This section of 1-1/4" PVC pipe will become the permanent mount. You can see where I "machined" a detent inside using my Dremel to engage the latch; the acorn nut secures a bolt whose head fits the slot that will keep it from rotating.

Sunday we had hoped to tender ashore for another dinner out, but the weather became suddenly uncooperative, and I ran ashore for a pizza from Vito's and a six-pack from the market, making it back on board just as the heavens opened. We did make it to the Bluewater Grill on Monday, a long tender ride but a nice change of scenery. Also, it's near the post office and I needed to drop off another package.

Another pizza atop our pandemic insulated carrier.

Our reason for being in Wrightsville Beach for several days was my need to fly to Tampa, and Tuesday after lunch Louise dropped me at the dinghy dock where I got a Lyft to the diminutive Wilmington International Airport, just nine miles away. I had an uneventful pair of flights, even if I had to to the OJ-Simpson (can we even say that any more?) through the terminal in Charlotte to make my connection, between gates that felt a mile apart.

Good friends Ben and Karen picked me up at the terminal in their swoopy Tesla and whisked me away to Seasons 52 nearby, for dinner and a couple of much-needed glasses of wine. They also put me up (and put up with me) for two nights, and lent me their Mini Cooper again to get around to my appointments on Wednesday.

Ought to be enough for video streaming.

I'm happy to report that my crown replacement went well, even though the temporary proved a bit difficult to remove. And while I was in town I also scheduled an appointment with the eye doctor I had seen just two months earlier, at Costco. My vision has changed rapidly in just those two months, which I am attributing to prednisone side-effects, and I was worried it might mean something serious. The good news: no serious medical issues with the eyes. The bad news: the vision change is likely permanent. On the plus side, I no longer need reading glasses, at the expense of some distance vision in my right eye.

Karen served up a fantastic dinner of home-made pasta with home-made tomato sauce, of which I had too many helpings. This along with the home-made sourdough that she first brought out at breakfast time. There was also way too much wine involved, and I forced myself to go to bed at midnight to get at least a few winks before my 3:20am Uber to the airport.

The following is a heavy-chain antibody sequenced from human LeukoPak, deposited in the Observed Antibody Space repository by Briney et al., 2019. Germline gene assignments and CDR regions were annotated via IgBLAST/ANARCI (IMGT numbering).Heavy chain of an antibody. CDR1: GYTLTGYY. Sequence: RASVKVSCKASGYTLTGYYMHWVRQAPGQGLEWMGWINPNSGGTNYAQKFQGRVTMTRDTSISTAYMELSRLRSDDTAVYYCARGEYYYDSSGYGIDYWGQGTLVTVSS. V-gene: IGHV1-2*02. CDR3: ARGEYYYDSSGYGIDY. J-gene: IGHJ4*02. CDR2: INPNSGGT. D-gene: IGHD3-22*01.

Eating chez Karen is a lot like dining in a fine restaurant.

Meanwhile, Louise has been holding down the fort here aboard Vector, and, among other things, keeping an eye on the weather. Yesterday and today were the two good days for an outside passage, with the seas becoming untenable tomorrow and for the foreseeable future. Together we decided it would be preferable, with my scheduled early morning arrival, to get under way as soon as I was home and grab today's window to Beaufort, rather than take two days to slog up the inside.

We very nearly had to wave off when my flight from Tampa was late enough that I again had to do a mile-long sprint through Charlotte to make my flight to Wilmington. I made it on the plane just a few minutes before they closed the door. Everything in Tampa had been closed when I boarded my flight (even the TSA did not open until 4am), and I was hoping for coffee in Charlotte; I had to be content with with the few ounces of airline coffee I got on the flight.

This enormous flamingo sculpture is being installed at TPA. When finished it will look like you are under water with it; the shimmer on the floor from the "water" is already working.

My Lyft back to the dock involved a quick stop at the Amazon locker, where parts for the Starlink project were waiting, and Louise met me on the dock with a backpack full of provisions she picked up at the market. We had the tender decked and were under way at 9:35, which was impressive considering my plane was wheels down just an hour earlier.

Pushing to get outside was the right decision. Conditions are great and we've having a nice ride, and being outside meant I could get some shut-eye even under way. We'll be anchored in a familiar spot off the Coast Guard station tonight, well-positioned to make our commitments in New York three weeks hence. We're going to keep up the pace, because we can end up waiting in Cape May or Atlantic City for several days waiting on weather to make New York Harbor.


  1. Great report. Your ship’s log may be more entertaining than most. Enjoy!